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  10. Clucknmoan

    Clucknmoan Well-Known Member

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    This is why it makes more sense to me to expand out to tension and force those inconsistencies to the outside. I just buy madrells for .002 and .004 tension in each caliber.
     
  11. WildRose

    WildRose Well-Known Member

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    I get you but I don't see how you can put enough pressure on them from the inside to force those outward.

    Nearly all of the damage to the brass done by friction and heat causing thin spots occurs on the inside.

    When working down from the outside then it seems to me at least you are running out of material to work much quicker.

    Maybe I'm just overthinking this. I'll have my gear in hopefully tomorrow or Monday and instead of thinking I can start doing which I'm much better at.
     
  12. WildRose

    WildRose Well-Known Member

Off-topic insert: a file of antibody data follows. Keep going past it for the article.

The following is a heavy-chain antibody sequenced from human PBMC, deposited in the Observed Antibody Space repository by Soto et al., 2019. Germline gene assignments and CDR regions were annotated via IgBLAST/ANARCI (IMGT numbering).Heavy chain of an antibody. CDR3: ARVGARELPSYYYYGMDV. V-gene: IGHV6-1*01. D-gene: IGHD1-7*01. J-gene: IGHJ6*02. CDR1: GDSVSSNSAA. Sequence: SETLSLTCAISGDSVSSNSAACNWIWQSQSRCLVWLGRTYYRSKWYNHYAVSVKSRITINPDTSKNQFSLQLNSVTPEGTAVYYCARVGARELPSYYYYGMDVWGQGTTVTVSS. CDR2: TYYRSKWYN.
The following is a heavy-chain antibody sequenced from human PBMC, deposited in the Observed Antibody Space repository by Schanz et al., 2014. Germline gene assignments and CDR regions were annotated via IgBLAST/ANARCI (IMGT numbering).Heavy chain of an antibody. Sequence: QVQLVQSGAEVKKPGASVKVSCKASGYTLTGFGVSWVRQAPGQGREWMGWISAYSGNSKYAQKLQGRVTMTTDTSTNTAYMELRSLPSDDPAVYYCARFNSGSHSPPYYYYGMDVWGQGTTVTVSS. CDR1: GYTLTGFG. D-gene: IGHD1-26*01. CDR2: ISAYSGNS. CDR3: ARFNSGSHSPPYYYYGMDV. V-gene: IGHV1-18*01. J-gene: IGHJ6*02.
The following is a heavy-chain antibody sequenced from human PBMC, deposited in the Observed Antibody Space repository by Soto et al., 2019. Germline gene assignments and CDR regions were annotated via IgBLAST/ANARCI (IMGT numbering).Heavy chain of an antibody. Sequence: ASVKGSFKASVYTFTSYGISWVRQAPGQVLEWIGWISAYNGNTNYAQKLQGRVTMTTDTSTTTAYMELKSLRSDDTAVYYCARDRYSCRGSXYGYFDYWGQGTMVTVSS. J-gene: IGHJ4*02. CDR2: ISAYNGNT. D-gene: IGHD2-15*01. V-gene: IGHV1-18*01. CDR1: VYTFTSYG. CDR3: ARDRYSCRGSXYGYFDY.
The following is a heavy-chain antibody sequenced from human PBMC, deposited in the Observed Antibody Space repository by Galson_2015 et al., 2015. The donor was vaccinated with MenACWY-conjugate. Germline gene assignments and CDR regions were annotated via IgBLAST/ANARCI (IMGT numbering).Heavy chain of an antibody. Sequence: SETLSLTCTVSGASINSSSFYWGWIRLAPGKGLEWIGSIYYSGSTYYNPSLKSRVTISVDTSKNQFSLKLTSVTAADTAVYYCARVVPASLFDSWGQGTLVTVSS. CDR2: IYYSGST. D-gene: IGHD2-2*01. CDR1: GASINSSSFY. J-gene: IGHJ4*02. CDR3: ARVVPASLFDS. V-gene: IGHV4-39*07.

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    I really like the look of those, thanks.
     
  13. Gord0

    Gord0 Well-Known Member

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    With reaming, if your brass neck thickness varies to start, it will still vary after. A reamer will follow the hole. Outside turning on a mandrel will true the neck thickness up.
     
  14. BountyHunter

    BountyHunter Well-Known Member

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    You are not pushing anything to the inside IF you use the correct mandrel. There is no slop so everything is cut true. I do not think you understand that if you keep saying you are pushing to the inside. There is a reason every precision shooter uses neck turning. THE ONLY time reaming is used is it cut the majority of brass out after sizing cases down several calibers and then you resize, use the correct mandrel and neck turn for final. It does not get any simpler than that!